Aeronautics and science take a bite out of exploration

The science, state, justice, and commerce subcommittee of the House Appropriations Committee, whose jurisdiction includes NASA, marked up their appropriations bill on Wednesday. Details about the bill are scant, based principally on this statement in the press release about the bill:

National Aeronautics and Space Administration receives $16.7 billion, $462 million above the FY06 base level. Funds the President’s vision for space exploration at $3.8 billion; provides full request for the Space Shuttle; and restores $100 million above the request to aeronautics research, and $75 million above the request for space science.

$16.7 billion is about $100 million less than the President’s original proposal, and it appears that the exploration program suffered the biggest cut, losing about $200 million, with most of that going to aeronautics and space science. (That suggests that other programs also lost month to account for the overall $100-million cut, but the full appropriations bill is not yet available on Thomas.) The Planetary Society, in a statement, notes that $50 million of the additional space science funding will go to research and analysis programs, while $15 million would be used start a new Europa orbiter mission. (As the press release notes, one of the members of the appropriations subcommittee, John Culberson, has been perhaps the strongest Congressional proponent for a Europa mission.)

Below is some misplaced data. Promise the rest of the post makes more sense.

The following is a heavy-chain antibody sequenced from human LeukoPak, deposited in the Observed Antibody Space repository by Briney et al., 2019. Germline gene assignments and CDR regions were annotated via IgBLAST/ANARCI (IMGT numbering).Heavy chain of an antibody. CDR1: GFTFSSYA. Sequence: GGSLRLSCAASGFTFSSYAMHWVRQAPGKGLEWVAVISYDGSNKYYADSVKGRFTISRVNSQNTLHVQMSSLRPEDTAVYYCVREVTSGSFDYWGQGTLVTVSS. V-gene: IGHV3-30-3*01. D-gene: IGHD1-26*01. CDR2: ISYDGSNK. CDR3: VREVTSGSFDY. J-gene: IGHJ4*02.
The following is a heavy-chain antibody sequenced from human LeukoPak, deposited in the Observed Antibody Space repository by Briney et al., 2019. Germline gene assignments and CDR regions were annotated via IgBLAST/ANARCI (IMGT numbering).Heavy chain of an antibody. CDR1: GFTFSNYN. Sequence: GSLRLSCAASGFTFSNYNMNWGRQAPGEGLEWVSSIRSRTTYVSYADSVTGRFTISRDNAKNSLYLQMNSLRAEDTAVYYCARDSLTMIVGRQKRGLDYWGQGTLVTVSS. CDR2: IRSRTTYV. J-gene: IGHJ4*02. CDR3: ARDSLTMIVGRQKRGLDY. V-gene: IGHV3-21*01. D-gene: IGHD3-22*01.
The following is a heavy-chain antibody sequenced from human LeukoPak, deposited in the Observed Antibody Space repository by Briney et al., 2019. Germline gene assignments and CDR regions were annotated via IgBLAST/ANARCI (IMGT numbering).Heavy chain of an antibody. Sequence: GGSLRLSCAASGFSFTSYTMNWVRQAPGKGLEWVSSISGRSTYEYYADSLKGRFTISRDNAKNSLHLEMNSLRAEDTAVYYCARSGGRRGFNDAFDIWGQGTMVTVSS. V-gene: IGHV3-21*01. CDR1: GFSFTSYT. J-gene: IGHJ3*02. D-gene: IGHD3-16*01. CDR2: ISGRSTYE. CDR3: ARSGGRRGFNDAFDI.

In his opening statement, subcommittee chairman Frank Wolf (R-VA) said that despite the cut to exploration programs, “This level ensures that the President’s vision for space exploration is adequately funded while at the same time restoring a portion of the damaging cuts that were proposed for NASA’s aeronautics research and science programs.” The full appropriations committee has not announced when it will take up the bill.

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